Biden’s allies strategize to counter third-party challenges to Biden’s reelection

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By Carina

American Bridge, a key Democratic Party opposition research group, is expanding its role beyond producing attack ads against Republican rivals. In the 2024 presidential election, the organization is assuming a new function as a ‘third-party suppressor.’ 

Fearing that votes for third-party candidates might detract from President Joe Biden’s support in pivotal states like Pennsylvania, Michigan, and Arizona, American Bridge has enlisted election attorney Marc Elias. 

American Bridge’s vigilance against third-party threats

Elias’s task is to mitigate threats from groups like No Labels and anti-vaccine advocate Robert F. Kennedy Jr.

Robert F. Kennedy Jr., Larry David — Stock Photo, Image
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American Bridge’s strategy involves closely monitoring third-party campaigns for compliance issues. 

Pat Denis, president of American Bridge, stated, “We’re keeping an eye out to make sure they’re dotting all their i’s and crossing their t’s, and we are not ruling out legal action with our attorneys if we identify a problem — and that applies for all third-party threats to President Biden.” 

This approach underscores the heightened vigilance of the group towards any potential disruption in the electoral process.

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Fight erupts over third-party influence in elections

In a broader effort, other allies of Biden are working on multiple fronts to limit third-party candidates’ access to resources and support. 

These tactics include attempts to keep them off state ballots and dissuading donors and potential candidates from associating with them. 

No Labels, in response, has filed a complaint with the U.S. Department of Justice, alleging that these actions constitute an “illegal conspiracy to use intimidation, harassment and fear” against its supporters.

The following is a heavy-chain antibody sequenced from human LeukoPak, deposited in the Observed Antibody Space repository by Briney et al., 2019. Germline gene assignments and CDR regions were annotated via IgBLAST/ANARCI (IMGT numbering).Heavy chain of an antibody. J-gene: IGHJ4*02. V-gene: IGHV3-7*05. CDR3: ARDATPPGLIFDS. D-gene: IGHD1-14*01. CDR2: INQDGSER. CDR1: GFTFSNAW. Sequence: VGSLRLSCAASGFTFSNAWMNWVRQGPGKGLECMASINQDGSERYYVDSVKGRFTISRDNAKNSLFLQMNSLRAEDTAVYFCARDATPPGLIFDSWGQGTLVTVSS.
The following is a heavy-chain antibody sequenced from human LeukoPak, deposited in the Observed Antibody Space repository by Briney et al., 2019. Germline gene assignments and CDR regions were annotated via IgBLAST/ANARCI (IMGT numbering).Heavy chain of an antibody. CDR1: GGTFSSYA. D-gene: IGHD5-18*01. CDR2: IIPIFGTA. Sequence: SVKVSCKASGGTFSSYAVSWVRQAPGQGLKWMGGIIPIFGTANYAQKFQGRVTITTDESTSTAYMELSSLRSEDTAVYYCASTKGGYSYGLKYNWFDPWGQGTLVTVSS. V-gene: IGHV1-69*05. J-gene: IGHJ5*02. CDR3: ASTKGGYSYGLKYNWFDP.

Dan Webb, a former U.S. Attorney and leader at No Labels expressed these concerns publicly.

Third-party bids gain traction in 2024 election

Despite these challenges, third-party bids from groups like No Labels and Kennedy are among the most well-funded and organized outsider campaigns in recent political history. 

No Labels, which has not yet nominated a candidate, has already raised over $60 million and secured a place in 14 states, including critical battlegrounds like Arizona, Nevada, and North Carolina. 

Jane Hall, No Labels co-chair in Wyoming, highlighted the growing public dissatisfaction, saying, “We are in a super unique time where voters from New York to Wyoming are just fed up beyond belief with their options.”

The dynamic of the 2024 race is further complicated by the presence of Donald Trump, with polls indicating deep concerns among voters about Biden’s age and the state of the economy, as well as Trump’s threats to democratic norms. 

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Third-party candidates shake up 2024 presidential race

The Reuters/Ipsos poll in December showed that when given a third-party option, Trump’s lead expanded nationally. 

University of Virginia political scientist Larry Sabato noted the significant potential impact of third-party candidates, saying, “They’re very unlikely to win…But there is a real chance, a substantial chance, that they will determine the winner in the fall, which is why Democrats are apoplectic about them.”

Key Democratic figures like Matt Bennett, co-founder of Third Way, are actively involved in strategies to block third-party candidates. 

Funded by donors like Reid Hoffman, these efforts focus on convincing the political community of the futility and risks associated with third-party campaigns. 

Battle over third-party candidates in American politics

Richard Gephardt, a former Democratic congressman, has also launched a campaign, “Citizens to Save Our Republic,” to caution Americans against supporting third-party candidates.

Credit: The Portal to Texas History

Unlike the major parties, third-party campaigns face significant hurdles in gaining ballot access. 

The process often involves extensive signature collection, navigating complex state laws, and convincing voters to change party affiliations in some states. 

Theresa Amato, Ralph Nader’s former campaign manager, criticized the stringent requirements, saying, “We really have to ask ourselves, why do we allow two parties to enforce a hazing ritual for all other competitors and political voices in the United States?”

Voter dilemma: Third-party support vs. spoiler fears

Interviews with voters in Wyoming and Maryland who signed No Labels petitions reveal a strong desire for a third-party option but also a fear of inadvertently aiding Biden or Trump. 

The historical impact of candidates like Ralph Nader and Ross Perot, who were seen as spoilers in previous elections, looms large in voters’ minds. 

This sentiment is echoed by Anthony Gabriel, a registered Republican from Cheyenne, who said, “I am not happy with both parties, but I would not vote for a third party if I thought it meant it would help Biden win.”

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